CITY school officials, faced with tight finances, sporadic violence, and a high dropout rate, want to see if a Minnesota company can do a better job of educating students.
A tentative agreement reached last week with Education Alternatives Inc. to run nine schools is a large-scale example of business involvement in public education.
"This type of arrangement will probably be the wave of the future. We feel comfortable that this will be successful," said Dr. Charlene Cooper-Boston, director of central district schools in Baltimore.
Dr. Cooper-Boston became a supporter of the Minneapolis company's educational approach after visiting a private school it runs in Eagan, Minn.
"In Minnesota, we saw a program that took much of the research on how children learn best and put it into practice," she said. "We saw that the rooms were vibrant and alive. It was an exciting place."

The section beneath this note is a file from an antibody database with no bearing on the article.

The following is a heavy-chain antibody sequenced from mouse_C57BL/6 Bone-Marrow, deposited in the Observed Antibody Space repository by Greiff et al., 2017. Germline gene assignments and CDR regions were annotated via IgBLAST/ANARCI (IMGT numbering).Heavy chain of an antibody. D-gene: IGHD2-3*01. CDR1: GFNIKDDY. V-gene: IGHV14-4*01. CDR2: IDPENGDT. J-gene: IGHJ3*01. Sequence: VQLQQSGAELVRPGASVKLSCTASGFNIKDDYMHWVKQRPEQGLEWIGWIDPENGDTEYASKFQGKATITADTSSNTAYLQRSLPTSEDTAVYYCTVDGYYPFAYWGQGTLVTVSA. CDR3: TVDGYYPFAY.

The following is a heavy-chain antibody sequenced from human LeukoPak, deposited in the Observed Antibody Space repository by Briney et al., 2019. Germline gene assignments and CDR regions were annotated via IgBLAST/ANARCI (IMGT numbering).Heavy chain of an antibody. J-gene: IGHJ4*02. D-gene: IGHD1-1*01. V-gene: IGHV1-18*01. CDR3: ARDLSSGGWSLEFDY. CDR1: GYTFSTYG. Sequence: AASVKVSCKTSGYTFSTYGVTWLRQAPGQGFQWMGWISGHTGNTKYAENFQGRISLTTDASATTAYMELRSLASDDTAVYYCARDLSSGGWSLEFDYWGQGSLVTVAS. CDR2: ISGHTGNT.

The company's operation of eight elementary schools and one middle school in Baltimore this fall would be based on its "Tesseract system," a term from Madeleine L'Engle's children's book "A Wrinkle in Time" that is meant to suggest innovation.
"Every child has gifts and talents; it's our job to find and nurture them," said John Golle, EAI's chairman and chief executive officer.
Instead of one teacher lecturing students, a master teacher and an associate are used. Together, they determine how each child learns best, and individual learning plans are made.
Academic competition between children is discouraged and traditional grades are discarded. Parents are required to attend four conferences with teachers each year.
Baltimore's school board is expected to give final approval of the EAI experiment July 15.
Albert Shanker, president of the American Federation of Teachers, and teachers' union leaders in Baltimore have tentatively endorsed the plan.